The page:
Research firm Beecham found the key to support demand for food is the advancement of precision farming enabled by the Internet of Things (IoT).
Sourced through Scoop.it from: www.rcrwireless.com
Precision agriculture will be necessary to support demand for food
According to data provided by Beecham Research, the world population is estimated to hit 9.6 billion people, the majority of whom will be living in cities, by 2050; to support a population of that size, food production will have to increase by 70%. In a new report titled Towards Smart Farming: Agriculture Embracing the IoT Vision, Beecham found the key to support the projected demand for food resources is the advancement of precision farming enabled with the smart connectivity supported by the Internet of Things (IoT).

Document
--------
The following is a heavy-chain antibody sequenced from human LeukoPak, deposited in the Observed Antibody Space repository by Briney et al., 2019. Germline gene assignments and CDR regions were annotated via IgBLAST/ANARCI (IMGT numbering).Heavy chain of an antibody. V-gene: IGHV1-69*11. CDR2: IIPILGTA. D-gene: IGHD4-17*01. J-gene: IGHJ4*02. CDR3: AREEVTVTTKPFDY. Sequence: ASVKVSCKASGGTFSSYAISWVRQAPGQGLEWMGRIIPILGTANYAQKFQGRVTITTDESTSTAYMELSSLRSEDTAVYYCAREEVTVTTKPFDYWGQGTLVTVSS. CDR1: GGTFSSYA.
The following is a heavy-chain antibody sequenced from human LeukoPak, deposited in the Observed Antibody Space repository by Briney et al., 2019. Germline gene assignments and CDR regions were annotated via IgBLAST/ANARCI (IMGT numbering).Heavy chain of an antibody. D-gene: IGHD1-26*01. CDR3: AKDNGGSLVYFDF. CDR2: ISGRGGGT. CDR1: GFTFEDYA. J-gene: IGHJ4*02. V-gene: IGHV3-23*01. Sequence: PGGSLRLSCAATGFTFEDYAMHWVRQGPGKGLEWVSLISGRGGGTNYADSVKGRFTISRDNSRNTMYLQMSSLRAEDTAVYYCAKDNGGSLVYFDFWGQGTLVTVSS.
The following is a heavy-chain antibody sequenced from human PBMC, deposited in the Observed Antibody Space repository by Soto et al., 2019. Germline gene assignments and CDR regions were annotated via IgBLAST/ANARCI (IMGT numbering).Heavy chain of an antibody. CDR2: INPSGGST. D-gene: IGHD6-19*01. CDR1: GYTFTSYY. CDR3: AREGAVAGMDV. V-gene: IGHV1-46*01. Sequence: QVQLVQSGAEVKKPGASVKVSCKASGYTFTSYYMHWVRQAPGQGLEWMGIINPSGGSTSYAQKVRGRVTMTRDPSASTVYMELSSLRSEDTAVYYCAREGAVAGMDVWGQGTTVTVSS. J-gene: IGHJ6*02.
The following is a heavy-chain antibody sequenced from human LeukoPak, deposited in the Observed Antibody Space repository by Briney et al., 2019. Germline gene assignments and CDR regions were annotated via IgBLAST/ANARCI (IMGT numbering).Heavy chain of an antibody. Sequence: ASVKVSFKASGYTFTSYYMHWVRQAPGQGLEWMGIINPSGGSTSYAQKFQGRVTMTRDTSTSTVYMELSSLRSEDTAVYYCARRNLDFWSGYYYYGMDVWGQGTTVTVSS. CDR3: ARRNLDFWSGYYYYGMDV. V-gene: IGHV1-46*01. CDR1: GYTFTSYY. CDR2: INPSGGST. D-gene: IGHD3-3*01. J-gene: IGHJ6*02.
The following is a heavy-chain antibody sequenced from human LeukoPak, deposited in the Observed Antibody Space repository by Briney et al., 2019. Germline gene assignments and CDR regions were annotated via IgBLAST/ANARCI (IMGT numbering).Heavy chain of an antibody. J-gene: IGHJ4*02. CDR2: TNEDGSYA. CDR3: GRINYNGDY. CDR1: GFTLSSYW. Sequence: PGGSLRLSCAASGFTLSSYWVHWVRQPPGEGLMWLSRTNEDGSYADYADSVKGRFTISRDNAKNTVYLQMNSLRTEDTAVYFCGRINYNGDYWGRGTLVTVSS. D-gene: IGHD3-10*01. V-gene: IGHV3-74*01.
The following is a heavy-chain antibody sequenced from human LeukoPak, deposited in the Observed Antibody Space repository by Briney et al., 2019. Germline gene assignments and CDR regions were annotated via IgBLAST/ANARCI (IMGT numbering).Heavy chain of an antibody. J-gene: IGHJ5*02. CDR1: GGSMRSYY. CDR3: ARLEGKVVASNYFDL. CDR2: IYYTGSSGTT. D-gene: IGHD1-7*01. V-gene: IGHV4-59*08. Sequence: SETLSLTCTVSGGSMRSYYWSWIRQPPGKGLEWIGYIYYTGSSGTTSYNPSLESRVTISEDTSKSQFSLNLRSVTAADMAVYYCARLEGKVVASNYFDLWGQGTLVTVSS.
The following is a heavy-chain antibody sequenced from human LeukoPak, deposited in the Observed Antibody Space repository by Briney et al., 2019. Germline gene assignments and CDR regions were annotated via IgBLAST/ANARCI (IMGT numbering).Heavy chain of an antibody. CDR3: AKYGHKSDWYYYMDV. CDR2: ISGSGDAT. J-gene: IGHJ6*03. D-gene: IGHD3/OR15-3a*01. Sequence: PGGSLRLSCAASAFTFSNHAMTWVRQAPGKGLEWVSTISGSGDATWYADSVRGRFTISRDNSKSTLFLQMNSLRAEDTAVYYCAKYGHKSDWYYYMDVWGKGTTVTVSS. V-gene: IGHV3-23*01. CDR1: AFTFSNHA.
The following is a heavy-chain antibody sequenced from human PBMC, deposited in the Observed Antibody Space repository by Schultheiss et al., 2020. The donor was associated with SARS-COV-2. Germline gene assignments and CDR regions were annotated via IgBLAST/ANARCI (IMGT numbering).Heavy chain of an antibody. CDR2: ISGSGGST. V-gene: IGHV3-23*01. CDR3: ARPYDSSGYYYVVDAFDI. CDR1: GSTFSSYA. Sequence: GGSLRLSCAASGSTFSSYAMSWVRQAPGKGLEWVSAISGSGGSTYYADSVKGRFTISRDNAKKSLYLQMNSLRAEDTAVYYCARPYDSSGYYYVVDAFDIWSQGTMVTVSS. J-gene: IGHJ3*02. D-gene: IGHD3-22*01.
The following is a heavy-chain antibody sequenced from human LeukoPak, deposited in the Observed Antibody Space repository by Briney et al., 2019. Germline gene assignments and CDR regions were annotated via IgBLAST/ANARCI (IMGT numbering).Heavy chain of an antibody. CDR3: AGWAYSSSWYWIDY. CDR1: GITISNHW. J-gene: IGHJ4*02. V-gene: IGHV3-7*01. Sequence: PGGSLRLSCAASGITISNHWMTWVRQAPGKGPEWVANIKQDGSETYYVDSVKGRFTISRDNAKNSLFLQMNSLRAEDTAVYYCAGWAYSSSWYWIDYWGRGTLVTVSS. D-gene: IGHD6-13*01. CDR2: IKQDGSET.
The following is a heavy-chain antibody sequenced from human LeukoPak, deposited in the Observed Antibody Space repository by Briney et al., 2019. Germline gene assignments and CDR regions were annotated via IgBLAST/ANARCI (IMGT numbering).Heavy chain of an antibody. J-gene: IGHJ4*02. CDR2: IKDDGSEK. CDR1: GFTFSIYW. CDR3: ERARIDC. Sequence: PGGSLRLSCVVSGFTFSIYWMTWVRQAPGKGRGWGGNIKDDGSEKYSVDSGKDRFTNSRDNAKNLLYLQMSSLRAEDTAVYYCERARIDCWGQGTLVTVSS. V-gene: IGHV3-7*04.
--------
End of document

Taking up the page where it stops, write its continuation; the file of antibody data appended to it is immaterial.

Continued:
Therese Cory, a senior analyst at Beecham, said, “The demand for more food has to be set against the challenges of climate change, more extreme weather conditions and the environmental impact of intensive farming practices.” Citing research by the United Nations Food and Agricultural Organization (FAO), the reports suggests, “In order to counter these challenges, the FAO recommends that all farming sectors should be equipped with innovative tools and techniques, particularly digital technologies. Precision agriculture aims to optimize yield per unit of farming land by using the most modern means in a continuously sustainable way, to achieve best in terms of quality, quantity and financial return.” Internet of Things use cases for precision agriculture include fleet management of farm vehicles; arable farming; livestock monitoring; indoor farming; fish farming; forestry; and storage monitoring. In the U.S., some segments of the wireless industry have already recognized the revenue opportunity associated with telecom-powered precision farming.. AT&T, through its industrial IoT unit, has partnered with the agriculture machinery manufacturer John Deere to install a wireless modem in every piece of machinery produced. AT&T is also working to help reduce grain spoilage and improve yields through sensor systems. Sensors are one of six components of smart farming laid out in the Beecham report. The others are data analytics; hardware and software; telematics, position tech; communications system like cellular; and software applications. The Internet of Things and Agriculture are in many ways a perfect match for each other. IoT sensors allow farmers to track crop yields, soil nutrition and rainfall, with a previously unheard of level of precision.